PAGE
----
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You are currently browsing the The WhiteBoard blog archives for June, 2014.

Working Hard on The Smart Stuff

June 20th, 2014

Work smarter, not harder.

We’ve all heard the mantra. And when you read it or hear it after a long day, you may wonder if there’s a shortcut or workaround you’ve missed. Is there a cadre of smart people out there that manage to do in three hours what others need eight, or ten, or twelve hours to complete? Is there a silver bullet that they know about?

Working smart or working hard is more than simply working long hours. The smartest business professionals are those who take the time to figure out what their smart work is, and then work hard at the smart work. 

One of the best “smart workers” I’ve ever known was a former boss who had laser focus on his goals. All of Tom’s activity was centered on two things:  Producing results that grew the company, and building positive relationships with the people he interacted with while producing those results.

Tom taught me and everyone else in our business unit to ask ourselves questions. How will this activity produce results for the company? With whom do I need to collaborate or communicate? What effect will this activity have on our customers? My colleagues? Our partners and stakeholders?  Is this the best use of my time right now?

I worked hard during those years I spent in Tom’s business unit – and I’m grateful for all that hard work. I learned to work smarter because I learned to benchmark the value of my activity.

Smarter, harder. It’s not a question of being busy or working less. The return you get on your time is measured in results and relationships. It’s working hard on the smart stuff.

“Time is the coin of your life. It is the only coin you have, and only you can determine how it will be spent. Be careful lest you let other people spend it for you.”

– Carl Sandburg

Slow, The New Fast

June 10th, 2014

What happened to that white-hot prospect?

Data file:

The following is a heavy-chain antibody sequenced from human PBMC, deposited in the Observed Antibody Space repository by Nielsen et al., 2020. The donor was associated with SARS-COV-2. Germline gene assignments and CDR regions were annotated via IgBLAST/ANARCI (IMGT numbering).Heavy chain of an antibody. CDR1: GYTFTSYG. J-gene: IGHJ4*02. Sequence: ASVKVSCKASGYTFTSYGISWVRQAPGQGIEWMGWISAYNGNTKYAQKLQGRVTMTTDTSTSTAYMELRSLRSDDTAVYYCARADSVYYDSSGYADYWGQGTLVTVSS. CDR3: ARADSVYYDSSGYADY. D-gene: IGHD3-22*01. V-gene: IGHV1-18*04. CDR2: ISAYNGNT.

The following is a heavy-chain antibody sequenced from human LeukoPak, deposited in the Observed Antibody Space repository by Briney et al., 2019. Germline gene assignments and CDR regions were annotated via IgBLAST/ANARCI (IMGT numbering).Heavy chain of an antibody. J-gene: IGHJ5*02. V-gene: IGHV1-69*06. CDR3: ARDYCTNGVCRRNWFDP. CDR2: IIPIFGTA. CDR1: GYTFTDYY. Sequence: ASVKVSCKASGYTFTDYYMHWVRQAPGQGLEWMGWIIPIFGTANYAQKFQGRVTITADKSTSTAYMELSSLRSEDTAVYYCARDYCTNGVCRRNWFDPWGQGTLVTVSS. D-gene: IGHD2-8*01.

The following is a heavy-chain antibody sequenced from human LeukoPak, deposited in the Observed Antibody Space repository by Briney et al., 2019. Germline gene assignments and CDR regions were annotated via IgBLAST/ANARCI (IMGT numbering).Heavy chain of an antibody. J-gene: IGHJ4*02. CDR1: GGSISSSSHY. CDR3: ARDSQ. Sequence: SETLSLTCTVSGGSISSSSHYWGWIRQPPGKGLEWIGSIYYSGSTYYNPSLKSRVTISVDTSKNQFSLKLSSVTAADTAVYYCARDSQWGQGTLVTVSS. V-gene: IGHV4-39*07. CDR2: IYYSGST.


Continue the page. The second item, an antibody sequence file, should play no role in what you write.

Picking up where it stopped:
Every business owner and sales person has asked this question. You had their attention and mobile number. They had a need; your product or service practically sold itself. You had rapport, and then –

Silence. 

You replay the conversations in your mind and retrace your steps from your notes. Did you miss something?

Perhaps. But maybe it’s not what you think you missed.

Maybe what your prospect took was a break. Some time away from a business pace and information intake that is increasingly head-spinning and demands an increasingly rapid response.  

A business owner I know unplugs once a month, reserving a day to think through all of his pending business decisions and related information. Many executives can’t or don’t schedule intentional “think time,” and they temporarily escape by postponing decisions. Your prospect’s balancing-act response to an overload of information, decision-making and the need for speed? Slow, the new fast. 

Before the next hot prospect turns into a whiff of smoke, consider your prospect’s capacity for information, rapid change and rapid response. Integrate the following questions into your interactions with them:

  • What are you getting from me that is most helpful?
  • What am I doing that is not helpful to you?
  • What could I be doing to be more helpful?  How does that help?

Information overload affects all business professionals and their activities, including you and  your prospects. Think through your sales cycle and build in time for your prospect to gain perspective on their future use of your product or service. It’s one of the routes to yes in slow, the new fast.